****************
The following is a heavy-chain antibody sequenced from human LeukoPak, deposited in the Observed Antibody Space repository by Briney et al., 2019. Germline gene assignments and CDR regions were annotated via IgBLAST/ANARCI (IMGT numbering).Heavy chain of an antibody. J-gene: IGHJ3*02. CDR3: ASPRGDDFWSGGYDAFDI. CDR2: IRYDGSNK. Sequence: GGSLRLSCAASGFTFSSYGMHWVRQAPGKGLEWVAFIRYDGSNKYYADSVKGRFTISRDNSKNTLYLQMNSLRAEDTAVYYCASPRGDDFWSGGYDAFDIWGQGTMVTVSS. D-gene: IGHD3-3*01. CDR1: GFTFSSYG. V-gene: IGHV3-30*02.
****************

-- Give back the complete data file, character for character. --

The following is a heavy-chain antibody sequenced from human LeukoPak, deposited in the Observed Antibody Space repository by Briney et al., 2019. Germline gene assignments and CDR regions were annotated via IgBLAST/ANARCI (IMGT numbering).Heavy chain of an antibody. J-gene: IGHJ3*02. CDR3: ASPRGDDFWSGGYDAFDI. CDR2: IRYDGSNK. Sequence: GGSLRLSCAASGFTFSSYGMHWVRQAPGKGLEWVAFIRYDGSNKYYADSVKGRFTISRDNSKNTLYLQMNSLRAEDTAVYYCASPRGDDFWSGGYDAFDIWGQGTMVTVSS. D-gene: IGHD3-3*01. CDR1: GFTFSSYG. V-gene: IGHV3-30*02.